Sproul, R.C. and Norman Geisler. Explaining Biblical Inerrancy. Matthews: Bastion Books, 2013.
Wallace, Daniel B., “Review of Defining Inerrancy.” http://danielbwallace.com/2014/06/01/review-of-defining-inerrancy
 Wallace, “Review of Defining Inerrancy.”
 Sproul, Explaining Biblical Inerrancy, 61. While Carl Henry did not participate directly in the Chicago Council on Biblical Inerrancy or sign the statement produced there he was extremely interested in it and did affirm its articles later. Henry also played important roles in the subsequent ICBI summits and statements.
 Nash, Evangelicals in America, 89-90. Nash’s tribute to Henry may be helpful for those who are not familiar with him:
While Carl F. H. Henry’s name is not nearly so familiar to the general public as that of Billy Graham or Jerry Falwell, he has probably had more influence on the development of contemporary Evangelicalism than anyone, save Graham. Without question, Carl Henry is the foremost evangelical theologian of the twentieth century. . . He was undoubtedly the intellectual leader of the evangelical movement that began in the late 1940s. When Fuller Seminary was started in the late 1940s, Henry was a member of the founding faculty. . . In 1956, Henry left Fuller to become the founding editor of Christianity Today. After leaving the journal in 1968, Henry taught at such schools as Eastern Baptist Seminary, Trinity Evangelical Divinity School, Calvin Theological Seminary, and Hillsdale College. . . Henry is the author or editor of more than thirty books. The culmination of his publishing activity is his massive six-volume work God, Revelation and Authority. According to Henry, the time has come to be done with nebulous views of the Christian God and with skepticism about either humankind’s ability to attain knowledge about God or God’s ability to communicate truth. In Henry’s view, the entire enterprise of Christian theology must be grounded on God’s self-revelation. . . Revealed religion is possible because God has made humankind in his image and has given him ability to perceive the trust that God has revealed. Carl Henry represents the very best of evangelical scholarship over a period of some forty years.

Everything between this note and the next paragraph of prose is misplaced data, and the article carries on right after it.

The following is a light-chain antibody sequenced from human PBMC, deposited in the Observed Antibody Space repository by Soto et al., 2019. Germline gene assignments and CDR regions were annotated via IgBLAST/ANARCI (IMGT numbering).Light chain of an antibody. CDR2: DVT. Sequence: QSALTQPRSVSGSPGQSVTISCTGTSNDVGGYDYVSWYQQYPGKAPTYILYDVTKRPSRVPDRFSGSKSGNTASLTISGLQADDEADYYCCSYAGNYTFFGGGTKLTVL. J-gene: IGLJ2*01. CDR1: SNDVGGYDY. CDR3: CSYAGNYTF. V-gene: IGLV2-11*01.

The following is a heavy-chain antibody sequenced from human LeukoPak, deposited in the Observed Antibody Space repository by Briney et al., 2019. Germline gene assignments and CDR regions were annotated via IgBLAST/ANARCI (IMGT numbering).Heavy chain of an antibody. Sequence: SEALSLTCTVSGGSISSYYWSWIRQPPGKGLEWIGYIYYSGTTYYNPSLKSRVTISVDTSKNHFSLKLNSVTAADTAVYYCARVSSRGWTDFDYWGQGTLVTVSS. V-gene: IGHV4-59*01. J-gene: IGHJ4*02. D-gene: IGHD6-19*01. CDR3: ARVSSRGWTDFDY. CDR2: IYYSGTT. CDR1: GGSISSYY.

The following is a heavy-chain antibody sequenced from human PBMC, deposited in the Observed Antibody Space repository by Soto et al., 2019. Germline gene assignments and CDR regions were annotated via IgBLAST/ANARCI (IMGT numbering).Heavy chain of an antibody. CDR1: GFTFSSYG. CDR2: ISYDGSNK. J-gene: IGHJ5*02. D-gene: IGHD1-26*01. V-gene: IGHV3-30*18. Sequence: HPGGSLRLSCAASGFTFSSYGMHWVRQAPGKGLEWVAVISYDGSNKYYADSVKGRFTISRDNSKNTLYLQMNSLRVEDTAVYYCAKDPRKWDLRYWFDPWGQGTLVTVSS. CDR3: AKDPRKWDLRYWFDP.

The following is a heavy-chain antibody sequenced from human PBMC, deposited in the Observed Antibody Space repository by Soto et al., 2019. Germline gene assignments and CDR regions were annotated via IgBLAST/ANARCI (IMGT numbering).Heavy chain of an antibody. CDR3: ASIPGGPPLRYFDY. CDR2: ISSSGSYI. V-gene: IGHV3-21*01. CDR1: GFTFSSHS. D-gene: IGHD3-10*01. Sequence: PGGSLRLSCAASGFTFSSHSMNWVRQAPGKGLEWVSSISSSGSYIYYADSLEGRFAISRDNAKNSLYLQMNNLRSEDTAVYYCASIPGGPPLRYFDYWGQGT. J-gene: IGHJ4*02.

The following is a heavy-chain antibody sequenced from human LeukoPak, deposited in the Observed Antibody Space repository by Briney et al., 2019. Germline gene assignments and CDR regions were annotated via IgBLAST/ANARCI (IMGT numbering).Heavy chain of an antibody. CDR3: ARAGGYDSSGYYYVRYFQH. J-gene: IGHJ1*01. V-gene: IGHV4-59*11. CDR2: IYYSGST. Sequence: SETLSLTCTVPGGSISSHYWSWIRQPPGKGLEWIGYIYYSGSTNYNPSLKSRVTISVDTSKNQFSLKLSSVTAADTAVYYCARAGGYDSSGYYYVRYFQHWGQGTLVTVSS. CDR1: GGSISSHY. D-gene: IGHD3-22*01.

Ibid., “Preface.”
 Ibid, 98; emphasis added.
 Ibid.,117;. Emphasis added. Nash also wrote, “For Henry’s own views on inerrancy, see Henry, God, Revelation and Authority, vol. 4, 129-242.”
 Ibid., 101—2; emphasis added.
 Henry, Carl Henry at his Best, 29
 Ibid., 61.
 Ibid., 61. Excerpted from Frontiers in Modern Theology, 139
 Ibid, 62.
 Ibid, 28. Note that Henry does not say it is a “mere inference” as if a logical inference of implications of one doctrine stem into another doctrine were a bad thing. Henry was a champion of the validity and importance of logic. He seems to be saying that those who believe that the Bible is divinely inspired should also see that it follows logically that the divinely inspired scriptures cannot possibly contain error.
 Ibid, 29.
 Ibid, 29.
 Ibid, 29.
 Carson and Woodbridge, God and Culture, 392—393.